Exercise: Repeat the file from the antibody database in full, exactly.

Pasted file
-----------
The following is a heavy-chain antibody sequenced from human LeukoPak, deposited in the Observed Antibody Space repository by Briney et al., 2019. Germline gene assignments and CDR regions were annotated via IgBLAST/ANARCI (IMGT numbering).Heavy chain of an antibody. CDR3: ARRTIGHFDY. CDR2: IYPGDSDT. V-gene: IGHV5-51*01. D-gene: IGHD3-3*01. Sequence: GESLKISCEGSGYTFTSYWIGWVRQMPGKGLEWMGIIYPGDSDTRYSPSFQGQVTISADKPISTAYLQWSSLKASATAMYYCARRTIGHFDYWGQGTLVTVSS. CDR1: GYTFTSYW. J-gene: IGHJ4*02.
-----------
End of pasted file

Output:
The following is a heavy-chain antibody sequenced from human LeukoPak, deposited in the Observed Antibody Space repository by Briney et al., 2019. Germline gene assignments and CDR regions were annotated via IgBLAST/ANARCI (IMGT numbering).Heavy chain of an antibody. CDR3: ARRTIGHFDY. CDR2: IYPGDSDT. V-gene: IGHV5-51*01. D-gene: IGHD3-3*01. Sequence: GESLKISCEGSGYTFTSYWIGWVRQMPGKGLEWMGIIYPGDSDTRYSPSFQGQVTISADKPISTAYLQWSSLKASATAMYYCARRTIGHFDYWGQGTLVTVSS. CDR1: GYTFTSYW. J-gene: IGHJ4*02.